Despite the high consumption level, it is virtually impossible to tell, reading product labels, how much trans fats can be found in a given food product. Only a few companies voluntarily disclose the information. In most cases, the only way to tell if the product contains trans fats is by looking on the ingredients label for the words "partially hydrogenated oils" and doing some quick math. (On some labels now, there is information on total fats and saturated fats; the difference between those two numbers is roughly the trans fats.)

The information will be clearer when new "Nutrition Facts" labels become mandatory. The new labels will give details on trans fats, calories and 13 key nutrients.

But they will not become mandatory for big food manufacturers until January, 2006, and two years later for small manufacturers. Most meats packaged in retail stores will be exempt from the labelling laws, as will foods for children under the age of two, including baby formula and baby foods, both of which contain trans fats. And, while fast foods and restaurant foods contain some of the highest levels of trans fats, menus do not have to disclose nutritional information.

Margaret Cheney, chief of the bureau of nutritional sciences for Health Canada, defended the approach, saying that labelling will empower consumers and create an incentive for manufacturers to reduce the levels of trans fats or drop them altogether.

"This is a big step here in Canada for the industry to undertake mandatory labelling," she said.

Dr. Cheney said it is preferable for consumers to have information and make sound nutritional choices rather than adopt the "passive protection" approach of Denmark. But she did not rule out the possibility of regulating the trans fats content of food if labelling proves insufficient.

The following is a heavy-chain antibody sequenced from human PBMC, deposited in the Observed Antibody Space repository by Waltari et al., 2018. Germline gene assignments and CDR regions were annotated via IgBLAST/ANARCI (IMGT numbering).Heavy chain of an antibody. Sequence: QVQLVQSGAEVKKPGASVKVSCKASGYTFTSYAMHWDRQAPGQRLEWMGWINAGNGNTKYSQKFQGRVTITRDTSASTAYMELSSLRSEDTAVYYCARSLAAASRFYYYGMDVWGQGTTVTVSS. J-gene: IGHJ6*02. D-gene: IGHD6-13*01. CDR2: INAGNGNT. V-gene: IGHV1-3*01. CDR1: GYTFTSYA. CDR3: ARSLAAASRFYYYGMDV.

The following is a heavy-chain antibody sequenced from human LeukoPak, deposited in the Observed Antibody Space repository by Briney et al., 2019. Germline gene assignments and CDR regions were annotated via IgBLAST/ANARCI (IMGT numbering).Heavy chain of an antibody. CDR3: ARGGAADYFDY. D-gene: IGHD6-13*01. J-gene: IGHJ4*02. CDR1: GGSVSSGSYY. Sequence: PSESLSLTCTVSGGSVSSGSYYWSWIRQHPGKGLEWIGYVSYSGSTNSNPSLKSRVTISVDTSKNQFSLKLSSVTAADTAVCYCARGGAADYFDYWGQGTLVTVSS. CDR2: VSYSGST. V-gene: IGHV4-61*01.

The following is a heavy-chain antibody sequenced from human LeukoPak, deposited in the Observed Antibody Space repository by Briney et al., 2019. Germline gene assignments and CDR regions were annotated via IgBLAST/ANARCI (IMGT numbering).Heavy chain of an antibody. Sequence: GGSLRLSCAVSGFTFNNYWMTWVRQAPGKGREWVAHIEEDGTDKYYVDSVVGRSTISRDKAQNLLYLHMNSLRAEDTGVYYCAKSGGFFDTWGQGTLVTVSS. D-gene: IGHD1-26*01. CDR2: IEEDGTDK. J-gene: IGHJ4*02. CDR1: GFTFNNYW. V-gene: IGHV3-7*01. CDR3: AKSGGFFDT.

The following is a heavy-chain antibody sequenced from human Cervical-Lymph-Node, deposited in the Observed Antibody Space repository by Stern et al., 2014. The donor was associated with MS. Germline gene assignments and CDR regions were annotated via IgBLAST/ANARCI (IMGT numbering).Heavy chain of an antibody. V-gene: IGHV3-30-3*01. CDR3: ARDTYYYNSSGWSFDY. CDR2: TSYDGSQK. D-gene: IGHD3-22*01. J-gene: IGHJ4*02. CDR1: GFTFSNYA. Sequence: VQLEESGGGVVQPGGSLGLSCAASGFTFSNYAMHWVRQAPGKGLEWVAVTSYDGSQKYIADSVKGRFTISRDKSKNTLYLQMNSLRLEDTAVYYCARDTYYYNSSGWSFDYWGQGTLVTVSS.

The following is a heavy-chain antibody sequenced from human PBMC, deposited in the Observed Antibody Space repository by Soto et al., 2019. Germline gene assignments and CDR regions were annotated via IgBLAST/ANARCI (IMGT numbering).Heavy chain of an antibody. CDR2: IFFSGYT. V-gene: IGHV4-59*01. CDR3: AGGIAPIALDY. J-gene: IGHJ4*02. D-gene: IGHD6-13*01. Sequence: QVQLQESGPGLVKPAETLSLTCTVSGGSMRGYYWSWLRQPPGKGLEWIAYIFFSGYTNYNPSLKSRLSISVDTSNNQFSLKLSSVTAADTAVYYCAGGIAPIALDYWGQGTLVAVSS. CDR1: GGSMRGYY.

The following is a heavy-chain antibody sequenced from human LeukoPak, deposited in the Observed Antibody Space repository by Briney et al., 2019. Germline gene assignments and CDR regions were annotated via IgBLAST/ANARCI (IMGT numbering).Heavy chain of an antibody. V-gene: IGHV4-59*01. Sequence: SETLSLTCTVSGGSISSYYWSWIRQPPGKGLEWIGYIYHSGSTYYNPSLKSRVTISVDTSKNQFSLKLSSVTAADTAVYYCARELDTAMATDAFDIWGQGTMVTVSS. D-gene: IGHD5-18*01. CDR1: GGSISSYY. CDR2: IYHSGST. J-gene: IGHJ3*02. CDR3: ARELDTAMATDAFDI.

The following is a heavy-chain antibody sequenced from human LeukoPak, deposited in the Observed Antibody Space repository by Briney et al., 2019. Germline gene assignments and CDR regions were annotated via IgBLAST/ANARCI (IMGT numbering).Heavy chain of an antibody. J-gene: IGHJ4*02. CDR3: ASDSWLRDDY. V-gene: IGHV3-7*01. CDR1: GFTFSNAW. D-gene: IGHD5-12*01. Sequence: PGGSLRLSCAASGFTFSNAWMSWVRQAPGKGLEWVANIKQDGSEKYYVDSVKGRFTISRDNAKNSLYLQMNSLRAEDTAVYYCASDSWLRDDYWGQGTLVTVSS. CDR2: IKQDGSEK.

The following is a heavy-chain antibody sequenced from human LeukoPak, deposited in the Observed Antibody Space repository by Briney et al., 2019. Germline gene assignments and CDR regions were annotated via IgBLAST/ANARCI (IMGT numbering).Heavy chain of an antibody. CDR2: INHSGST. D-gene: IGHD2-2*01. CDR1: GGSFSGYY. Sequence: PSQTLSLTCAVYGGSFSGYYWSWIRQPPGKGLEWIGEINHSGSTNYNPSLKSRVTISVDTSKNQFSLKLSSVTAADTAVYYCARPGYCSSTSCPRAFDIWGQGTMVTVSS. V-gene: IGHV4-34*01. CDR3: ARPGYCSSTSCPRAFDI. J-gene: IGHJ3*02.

"I think we have to try other approaches first," Dr. Cheney said.

Bill Jeffery, national co-ordinator of the Ottawa-based Centre for Science in the Public Interest, said he prefers to discuss existing rules rather than theoretical approaches.

"We should be pleased that Canada will be the first country in the world to have mandatory labelling for trans fats," he said. (New U.S. regulations will take effect at about the same time, early 2006.)

Mr. Jeffery said that while the new food labels will not be perfect, they will result in a quantum leap in the nutritional information available to consumers.

"Mandatory labelling of trans fats will create awareness and, hopefully, that will create an incentive for manufacturers to look for healthier alternatives," he said.

Companies have already begun to respond to growing consumer and media interest in trans fats. McDonald's has significantly cut its use of hydrogenated oils, and Frito-Lay is beginning to market its chips as "trans free." McCain's has also begun advertising its SuperFries as being low in trans fats. The braggadocio is occurring, curiously, even though these products are still high in calories and saturated fat.
Mr. Jeffery worries about this because it suggests that trans fats are being vilified to the exclusion of other unhealthy ingredients.

"Theoretically, the health claims are supposed to promote really healthy foods, but here we have French fries making a health claim. It's unusual," he said.

In fact, under the law, foods deemed "trans fat free" can contain up to 0.5 grams a serving.

"Trans fats are likely to be found in processed foods that also contain too much saturated fat, too much sugar, too much salt, too much refined starch, etc.," he said. Dr. Katz said that by eschewing trans fats consumers can set themselves on a path to healthier eating, but they have to keep vigilant.

Hidden fats
TUESDAY: The ill effects of trans fats
WEDNESDAY: The foods containing trans
Today: Last of the series

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Risks: Obesity, Trans fatty acids, Canada, 20031030 The dilemma